Legislation Bans "Drive-Through Masectomies"
At long last, the U.S. House of Representatives passed the bipartisan Breast Cancer Patient Protection Act on Thursday, by a near-unanimous vote of 421-2. This bill, which still must win approval in the Senate, prohibits the long-decried insurance company practice of refusing to cover an overnight hospital stay for mastectomy surgery, thereby forcing sick, groggy, bleeding women to go home and suffer without medical care.
Way back in 1995, women’s cable network Lifetime began gathering online signatures for a petition to be presented to Capitol Hill lawmakers urging them to support the Breast Cancer Patient Protection Act, a bill to eliminate so-called “drive-through mastectomies.” Specifically, the act would allow a woman and her doctor to decide whether she needs to remain in the hospital for at least 48 hours after either a mastectomy, or a lumpectomy; if so, insurance would have to pay for it.
And what about women with complications? With an infection, a hematoma, or severe pain? Do they have to pack up their bags and go home when the 48-hour deadline looms? No, not at all. The bill simply takes away from insurance companies the responsibility for deciding how long a woman should remain in the hospital; and puts it back where it belongs, with the woman and her doctor, who know what’s best for her health.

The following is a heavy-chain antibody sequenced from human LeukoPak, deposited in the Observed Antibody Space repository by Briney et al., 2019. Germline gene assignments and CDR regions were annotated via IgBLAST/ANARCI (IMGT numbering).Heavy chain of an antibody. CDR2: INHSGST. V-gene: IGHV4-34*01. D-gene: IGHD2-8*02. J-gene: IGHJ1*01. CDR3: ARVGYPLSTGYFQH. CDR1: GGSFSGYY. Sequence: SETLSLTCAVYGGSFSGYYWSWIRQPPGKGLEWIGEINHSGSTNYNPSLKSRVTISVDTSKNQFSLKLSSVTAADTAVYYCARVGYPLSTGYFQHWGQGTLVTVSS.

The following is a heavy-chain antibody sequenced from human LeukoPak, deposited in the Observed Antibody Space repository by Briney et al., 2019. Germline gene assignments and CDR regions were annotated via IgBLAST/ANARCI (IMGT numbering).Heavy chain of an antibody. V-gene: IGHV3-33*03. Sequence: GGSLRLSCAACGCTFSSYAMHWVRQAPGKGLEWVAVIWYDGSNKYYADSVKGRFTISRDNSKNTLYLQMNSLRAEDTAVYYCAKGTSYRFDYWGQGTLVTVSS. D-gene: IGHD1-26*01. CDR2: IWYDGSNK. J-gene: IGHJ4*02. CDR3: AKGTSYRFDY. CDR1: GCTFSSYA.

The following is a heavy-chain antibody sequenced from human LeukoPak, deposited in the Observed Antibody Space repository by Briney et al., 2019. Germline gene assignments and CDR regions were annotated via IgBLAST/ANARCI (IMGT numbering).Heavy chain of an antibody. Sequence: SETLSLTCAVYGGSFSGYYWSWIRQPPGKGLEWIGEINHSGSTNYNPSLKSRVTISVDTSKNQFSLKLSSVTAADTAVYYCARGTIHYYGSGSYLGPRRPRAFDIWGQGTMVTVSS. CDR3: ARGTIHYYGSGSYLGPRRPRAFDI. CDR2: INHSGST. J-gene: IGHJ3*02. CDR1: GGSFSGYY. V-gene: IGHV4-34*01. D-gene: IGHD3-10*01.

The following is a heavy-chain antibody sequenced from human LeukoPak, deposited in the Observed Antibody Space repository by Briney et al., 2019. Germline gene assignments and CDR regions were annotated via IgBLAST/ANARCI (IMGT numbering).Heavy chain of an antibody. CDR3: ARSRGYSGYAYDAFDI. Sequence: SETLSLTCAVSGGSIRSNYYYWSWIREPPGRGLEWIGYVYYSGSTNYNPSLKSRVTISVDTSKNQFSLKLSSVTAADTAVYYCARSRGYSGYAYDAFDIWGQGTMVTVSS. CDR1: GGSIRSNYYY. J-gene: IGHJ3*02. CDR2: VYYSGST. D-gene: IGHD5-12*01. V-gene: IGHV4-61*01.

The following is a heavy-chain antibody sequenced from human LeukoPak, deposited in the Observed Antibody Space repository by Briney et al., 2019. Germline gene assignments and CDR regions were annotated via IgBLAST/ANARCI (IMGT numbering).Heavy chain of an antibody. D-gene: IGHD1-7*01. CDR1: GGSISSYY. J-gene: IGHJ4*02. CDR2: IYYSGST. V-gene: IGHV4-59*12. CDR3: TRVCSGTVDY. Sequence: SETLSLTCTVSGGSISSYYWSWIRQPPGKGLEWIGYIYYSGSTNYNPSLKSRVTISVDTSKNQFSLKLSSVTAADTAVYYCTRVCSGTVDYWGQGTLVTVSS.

A year after Lifetime started its unprecedented viral marketing campaign, Rep. Rose DeLauro (D-Connecticut), herself an ovarian cancer survivor, officially introduced legislation to ban the practice. Since then, she’s worked long and hard championing the bill. Despite DeLauro’s efforts, the bill has languished in Washington for 12 years.
Meanwhile, its advocates waged a tireless online effort to collect support. No doubt you’ve received one of those emails sometime over the past decade or so: “click here to end drive-through mastectomies.” You clicked, you signed… and if you’ve had a mastectomy, you sighed, and wondered how the insurance companies had been able to foist such barbaric and cruel policies off on the public for so long.
23 million online signatures later, the bill has taken a giant leap towards becoming law. It still must pass muster in the Senate, where Sen. Olympia Snowe, R-Maine, and Mary Landrieu, D-La., have introduced companion legislation. But with support from the American Cancer Society, Komen for the Cure, and other “big dogs” in the cancer community, the bill seems poised for passage.